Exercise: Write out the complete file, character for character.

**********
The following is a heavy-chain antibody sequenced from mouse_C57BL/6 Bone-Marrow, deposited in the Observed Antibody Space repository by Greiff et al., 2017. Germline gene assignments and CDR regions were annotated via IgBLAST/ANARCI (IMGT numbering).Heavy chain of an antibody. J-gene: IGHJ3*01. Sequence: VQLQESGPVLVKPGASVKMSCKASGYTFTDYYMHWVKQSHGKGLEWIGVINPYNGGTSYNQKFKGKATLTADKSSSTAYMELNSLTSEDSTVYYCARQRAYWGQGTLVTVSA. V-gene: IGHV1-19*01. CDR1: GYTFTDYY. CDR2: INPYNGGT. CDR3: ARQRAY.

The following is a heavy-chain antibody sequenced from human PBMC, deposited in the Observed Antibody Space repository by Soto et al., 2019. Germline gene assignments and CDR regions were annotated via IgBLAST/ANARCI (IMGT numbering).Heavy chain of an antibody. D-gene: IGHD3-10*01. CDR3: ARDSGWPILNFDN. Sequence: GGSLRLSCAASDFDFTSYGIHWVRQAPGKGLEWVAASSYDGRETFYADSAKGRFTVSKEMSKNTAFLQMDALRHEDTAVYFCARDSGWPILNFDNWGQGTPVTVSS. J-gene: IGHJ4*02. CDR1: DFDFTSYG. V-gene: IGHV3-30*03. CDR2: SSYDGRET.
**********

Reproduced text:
The following is a heavy-chain antibody sequenced from mouse_C57BL/6 Bone-Marrow, deposited in the Observed Antibody Space repository by Greiff et al., 2017. Germline gene assignments and CDR regions were annotated via IgBLAST/ANARCI (IMGT numbering).Heavy chain of an antibody. J-gene: IGHJ3*01. Sequence: VQLQESGPVLVKPGASVKMSCKASGYTFTDYYMHWVKQSHGKGLEWIGVINPYNGGTSYNQKFKGKATLTADKSSSTAYMELNSLTSEDSTVYYCARQRAYWGQGTLVTVSA. V-gene: IGHV1-19*01. CDR1: GYTFTDYY. CDR2: INPYNGGT. CDR3: ARQRAY.

The following is a heavy-chain antibody sequenced from human PBMC, deposited in the Observed Antibody Space repository by Soto et al., 2019. Germline gene assignments and CDR regions were annotated via IgBLAST/ANARCI (IMGT numbering).Heavy chain of an antibody. D-gene: IGHD3-10*01. CDR3: ARDSGWPILNFDN. Sequence: GGSLRLSCAASDFDFTSYGIHWVRQAPGKGLEWVAASSYDGRETFYADSAKGRFTVSKEMSKNTAFLQMDALRHEDTAVYFCARDSGWPILNFDNWGQGTPVTVSS. J-gene: IGHJ4*02. CDR1: DFDFTSYG. V-gene: IGHV3-30*03. CDR2: SSYDGRET.